However, the expert stressed that it had not prevented a small section of the population from becoming radicalized. "It is about managing this problem. It is not possible to banish radical elements from a society completely, as results of various studies on terrorism show," Heiduk argued.

Deradicalization campaigns

Following the 2002 Bali bombings, the Indonesian government initiated so-called deradicalization programs designed to manage the more radical elements of society.

The programs, which include different interpretations of the Koran, mainly target imprisoned Islamists, with law enforcement agencies determined to taken the prisoners' concerns seriously and support their families. They hope that by doing so, those radicalized will renounce violence.

Heiduk, however, is skeptical about the degree of success of such programs. "When you look at who has traveled from Indonesia to Syria and Iraq, you realize that many of them have undergone such deradicalization programs."

The analyst says the problem is that the programs are limited to law enforcement and the judiciary, which explains their very limited impact on the whole of society. "There is no real debate and therefore no consent in countries such as Indonesia and Malaysia as to what Islamic extremism is and when the alarm bells should go off."

Lack of will

During a political event in June 2014, Malaysian PM Najib Razak hailed the courage of "IS" fighters - a statement his spokesperson quickly sought to water down. Dominik Mueller, analyst at the Frankfurt-based Research Center for Global Islam (Forschungszentrum Globaler Islam) says this is a sign that the Malaysian government long underestimated IS.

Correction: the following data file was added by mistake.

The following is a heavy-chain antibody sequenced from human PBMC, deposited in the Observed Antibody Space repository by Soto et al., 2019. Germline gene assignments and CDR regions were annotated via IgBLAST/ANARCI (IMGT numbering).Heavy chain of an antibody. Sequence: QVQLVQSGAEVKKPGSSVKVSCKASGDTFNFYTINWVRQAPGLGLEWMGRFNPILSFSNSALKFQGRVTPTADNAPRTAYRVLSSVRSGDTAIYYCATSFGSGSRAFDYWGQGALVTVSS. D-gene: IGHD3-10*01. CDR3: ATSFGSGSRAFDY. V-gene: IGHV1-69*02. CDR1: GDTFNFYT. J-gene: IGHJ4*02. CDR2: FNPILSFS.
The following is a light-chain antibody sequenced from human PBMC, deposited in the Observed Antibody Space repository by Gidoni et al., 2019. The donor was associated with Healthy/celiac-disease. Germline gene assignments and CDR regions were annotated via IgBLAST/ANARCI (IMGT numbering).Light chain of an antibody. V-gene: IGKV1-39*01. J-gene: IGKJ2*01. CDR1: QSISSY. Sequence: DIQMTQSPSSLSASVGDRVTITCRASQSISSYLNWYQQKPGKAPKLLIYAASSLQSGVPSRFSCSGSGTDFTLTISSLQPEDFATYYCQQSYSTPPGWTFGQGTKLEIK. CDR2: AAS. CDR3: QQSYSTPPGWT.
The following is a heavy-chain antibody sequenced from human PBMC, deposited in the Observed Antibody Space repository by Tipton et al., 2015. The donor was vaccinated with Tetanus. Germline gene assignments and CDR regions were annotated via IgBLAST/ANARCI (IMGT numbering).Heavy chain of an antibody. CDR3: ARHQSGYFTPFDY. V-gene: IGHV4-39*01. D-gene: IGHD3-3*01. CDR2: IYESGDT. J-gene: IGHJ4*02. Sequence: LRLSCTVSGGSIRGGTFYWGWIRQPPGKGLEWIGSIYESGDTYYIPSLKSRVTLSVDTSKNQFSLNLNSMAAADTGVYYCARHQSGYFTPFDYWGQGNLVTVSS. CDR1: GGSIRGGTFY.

This, however, has changed: "There is no political support for IS," he told DW. Nevertheless, he added, Malaysia is still having a hard time taking concrete actions against the militant Sunni group, even though the Southeast Asian nation is currently witnessing what some view as deradicalization campaigns. "When a prime minister explicitly rejects pluralism and liberalism as un-Islamic, this raises a question about the meaning of deradicalization."

Another reason for the lack of action is that there is some ideological overlap with IS, which stands in the way of an effective deradicalization, said Mueller, citing the rejection of the Shiites. "Some Malaysians view Shiites as brutes. They are vilified in the media. Mueller, however, emphasized that there is no ideological overlap in terms of the justification for the use of violence.

Social discourse needed

Both Heiduk and Mueller are of the view that a social discourse is lacking. Ever since the Malaysian government launched Islamization campaigns in the mid-1980s - initially designed to integrate and control radical forces - Islamist ideas have become part of the mainstream.

The experts agree that the fight against radical factions cannot be left only to the security and law enforcement authorities in each individual state. The discussion must be widened to include prisons, mosques, markets and families.

DW recommends